by Kurt Nimmo.
1. Napster will be put out of business. But the idea of free music file-sharing will not die. Gnutella or whatever follows will fill the vacuum created by the forced closing down of the Napster operation. Or Napster will change. It will disallow unauthorized copyrighted music and shift focus on sanctioned music industry promo releases and freeware music distribution. It will attempt to restore legitimacy by sponsoring concerts and merchandizing. This will fail and loyal Napster devotees will go with Gnutella or any number of Gnutella-like clones.
2. In order to put even the smallest dent in the free music file-sharing movement, the RIAA and other so-called trade groups (actually more akin to legal battle formations) will need to go after individual users. This is completely untenable. The outrage and subsequent activism by civil liberty groups will be nothing short of a public relations punch in the face to the RIAA. Covert operations to snare file-sharing individuals will backfire. A few selected people may become the Kevin Mitnicks of the Free Music movement. In the end the RIAA will abandon this method and attempt to seriously enter the online digital world with some SDMI (Secure Digital Music Initiative) standard. This will fail as well.
3. The FBI has declared war against copyright infringement. But they are nearly helpless to do anything substantive about it. People who share music files may be arrested and brought before the court. Some may even suffer fines and imprisonment. Yet people will continue to share music files. There are speed limits on freeways. Even cops. But people continue to speed. Danger and pushing the envelope seem to be integral to human behavior. Gnutella and Gnutella-like clones will play cat and mouse with law enforcement over the Internet.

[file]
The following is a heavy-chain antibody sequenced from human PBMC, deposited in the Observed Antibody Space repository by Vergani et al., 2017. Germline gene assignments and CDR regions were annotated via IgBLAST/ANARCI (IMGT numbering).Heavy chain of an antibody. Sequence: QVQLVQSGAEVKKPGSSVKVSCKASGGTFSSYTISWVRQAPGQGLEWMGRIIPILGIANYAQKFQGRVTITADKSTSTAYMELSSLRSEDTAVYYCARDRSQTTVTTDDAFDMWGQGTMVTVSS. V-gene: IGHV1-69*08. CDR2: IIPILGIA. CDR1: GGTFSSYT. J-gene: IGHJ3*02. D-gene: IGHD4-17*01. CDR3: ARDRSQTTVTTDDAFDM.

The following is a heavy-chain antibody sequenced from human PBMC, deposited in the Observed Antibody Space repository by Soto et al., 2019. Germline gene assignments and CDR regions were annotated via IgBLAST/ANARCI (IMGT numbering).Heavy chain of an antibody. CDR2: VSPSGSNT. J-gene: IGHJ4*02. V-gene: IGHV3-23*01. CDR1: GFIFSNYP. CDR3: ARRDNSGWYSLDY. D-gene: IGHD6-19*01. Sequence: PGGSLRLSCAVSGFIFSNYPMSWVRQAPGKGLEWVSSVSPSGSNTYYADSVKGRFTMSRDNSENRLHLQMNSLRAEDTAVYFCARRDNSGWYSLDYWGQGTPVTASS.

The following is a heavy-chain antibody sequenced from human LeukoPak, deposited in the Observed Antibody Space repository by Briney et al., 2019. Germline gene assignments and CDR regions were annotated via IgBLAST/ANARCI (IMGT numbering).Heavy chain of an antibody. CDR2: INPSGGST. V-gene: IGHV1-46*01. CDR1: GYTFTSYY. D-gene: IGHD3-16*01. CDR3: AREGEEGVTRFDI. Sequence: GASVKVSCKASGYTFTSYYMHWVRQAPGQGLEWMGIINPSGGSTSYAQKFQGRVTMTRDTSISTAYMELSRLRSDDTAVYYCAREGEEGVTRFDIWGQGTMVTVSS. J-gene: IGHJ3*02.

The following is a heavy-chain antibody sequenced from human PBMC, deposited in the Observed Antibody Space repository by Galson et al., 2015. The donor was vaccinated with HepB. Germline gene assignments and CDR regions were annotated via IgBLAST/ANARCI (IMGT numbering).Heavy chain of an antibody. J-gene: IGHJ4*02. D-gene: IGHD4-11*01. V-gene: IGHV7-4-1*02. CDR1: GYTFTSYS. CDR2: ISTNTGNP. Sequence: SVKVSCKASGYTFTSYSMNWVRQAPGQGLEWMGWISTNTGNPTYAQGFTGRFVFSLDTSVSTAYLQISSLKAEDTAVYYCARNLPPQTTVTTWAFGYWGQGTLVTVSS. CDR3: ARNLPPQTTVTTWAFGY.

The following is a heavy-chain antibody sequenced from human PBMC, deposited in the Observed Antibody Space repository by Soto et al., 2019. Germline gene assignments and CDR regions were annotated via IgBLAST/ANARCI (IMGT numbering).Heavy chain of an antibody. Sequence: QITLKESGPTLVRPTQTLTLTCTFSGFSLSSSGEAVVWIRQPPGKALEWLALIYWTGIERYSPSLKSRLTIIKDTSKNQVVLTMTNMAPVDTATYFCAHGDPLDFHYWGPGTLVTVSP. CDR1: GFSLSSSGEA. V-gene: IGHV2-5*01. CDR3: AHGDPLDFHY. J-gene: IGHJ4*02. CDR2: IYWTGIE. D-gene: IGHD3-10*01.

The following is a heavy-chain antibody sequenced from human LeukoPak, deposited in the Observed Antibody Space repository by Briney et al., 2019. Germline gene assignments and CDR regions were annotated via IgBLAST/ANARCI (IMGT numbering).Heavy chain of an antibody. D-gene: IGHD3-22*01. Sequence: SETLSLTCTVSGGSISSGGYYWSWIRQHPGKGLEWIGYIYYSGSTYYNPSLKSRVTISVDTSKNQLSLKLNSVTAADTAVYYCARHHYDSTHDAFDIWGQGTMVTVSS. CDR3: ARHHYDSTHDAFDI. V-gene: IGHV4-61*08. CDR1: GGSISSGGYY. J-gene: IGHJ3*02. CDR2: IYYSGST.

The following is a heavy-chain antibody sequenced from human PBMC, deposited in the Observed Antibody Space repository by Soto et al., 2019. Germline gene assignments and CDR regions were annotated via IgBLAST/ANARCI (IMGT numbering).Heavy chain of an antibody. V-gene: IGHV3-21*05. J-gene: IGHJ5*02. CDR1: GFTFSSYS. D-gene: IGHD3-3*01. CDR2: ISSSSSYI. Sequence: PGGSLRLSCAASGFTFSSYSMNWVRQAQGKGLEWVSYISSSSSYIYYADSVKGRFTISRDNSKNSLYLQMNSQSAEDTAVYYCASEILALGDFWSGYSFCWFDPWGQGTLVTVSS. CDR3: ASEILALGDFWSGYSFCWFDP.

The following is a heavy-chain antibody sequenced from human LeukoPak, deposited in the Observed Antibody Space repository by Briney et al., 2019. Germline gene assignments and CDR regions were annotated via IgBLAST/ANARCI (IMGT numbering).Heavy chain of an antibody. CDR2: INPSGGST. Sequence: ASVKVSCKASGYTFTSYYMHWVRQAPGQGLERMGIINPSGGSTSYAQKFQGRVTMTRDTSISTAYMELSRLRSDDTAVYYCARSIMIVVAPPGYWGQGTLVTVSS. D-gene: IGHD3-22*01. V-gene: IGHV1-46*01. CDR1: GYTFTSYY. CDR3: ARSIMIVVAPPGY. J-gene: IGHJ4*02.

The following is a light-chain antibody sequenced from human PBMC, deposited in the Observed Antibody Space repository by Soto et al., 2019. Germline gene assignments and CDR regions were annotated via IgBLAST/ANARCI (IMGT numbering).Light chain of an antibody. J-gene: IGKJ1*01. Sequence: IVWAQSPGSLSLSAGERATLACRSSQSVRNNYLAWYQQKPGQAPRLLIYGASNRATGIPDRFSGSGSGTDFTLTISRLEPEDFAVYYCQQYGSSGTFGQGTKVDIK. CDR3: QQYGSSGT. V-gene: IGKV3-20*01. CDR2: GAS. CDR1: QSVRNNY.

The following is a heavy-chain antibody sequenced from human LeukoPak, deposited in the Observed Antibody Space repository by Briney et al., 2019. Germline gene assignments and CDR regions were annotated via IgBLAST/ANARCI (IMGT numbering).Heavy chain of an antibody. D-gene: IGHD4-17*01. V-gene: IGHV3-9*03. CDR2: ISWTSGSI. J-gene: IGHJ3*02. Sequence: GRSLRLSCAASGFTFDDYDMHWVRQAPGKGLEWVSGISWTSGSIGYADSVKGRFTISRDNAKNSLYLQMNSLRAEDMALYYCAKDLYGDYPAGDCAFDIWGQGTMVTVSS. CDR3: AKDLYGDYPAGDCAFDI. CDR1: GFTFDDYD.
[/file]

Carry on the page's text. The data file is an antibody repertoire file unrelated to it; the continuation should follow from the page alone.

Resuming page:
4. SDMI will flop because consumers do not want to jump through technological hoops in order to hear music. People want one standard. That standard already exists. It's the MP3 standard.
5. Decentralized and smaller music distribution channels will proliferate on the Internet. Many of these will use the gift economy and music freeware method as an effective way to market new music and all the profitable tangibles associated with it. The old monopolistic music distribution channels will shrink. But they will not evaporate. Physical CDs will remain in demand for decades to come. The music encoded on those discs will remain copyable. The industry will simply lose market share. Any attempt to force manufacturers to RIAA and SDMI dictated standards will collapse. Defeat will be in the wind.
6. Any encryption scheme devised by the record industry will be hacked and they know it. DeCSS is the model.
7. Slick propaganda campaigns will be initiated against the concept of free music file-sharing. These will take on the guise of morality plays. People will remain indifferent. People who share music do not like to be preached to. Many will resent being characterized as thieves and pirates and criminals for the act of sharing the music they love. In response crackers will break into music industry sites and alter home pages. Mostly people will simply ignore the crass propaganda.
8. Gnutella-like anonymous file-sharing and searching will replace the central server Napster model. It may even replace Yahoo and AltaVista. The government will attempt in some futile fashion to outlaw anonymous remailing and cloaked web surfing. Encryption will come under scrutiny again. Dire warnings of terrorists and pedophiles using anonymous file-sharing for evil will be trotted out. The hackers and renegades will always be one step ahead of clueless government officials. War will be declared against Gnutella-like apps. But dispersed open-source development and distribution of these apps will vex the hell out of them.
9. In desperation the entertainment industry will implement the Michael Robertson Approach - bogus MP3 files containing voiceover advertisements will be flooded into the pool of available content. Pollution will become a fact of life. Software will be developed that reads a file and detects bogus insertions. These files will be deleted immediately.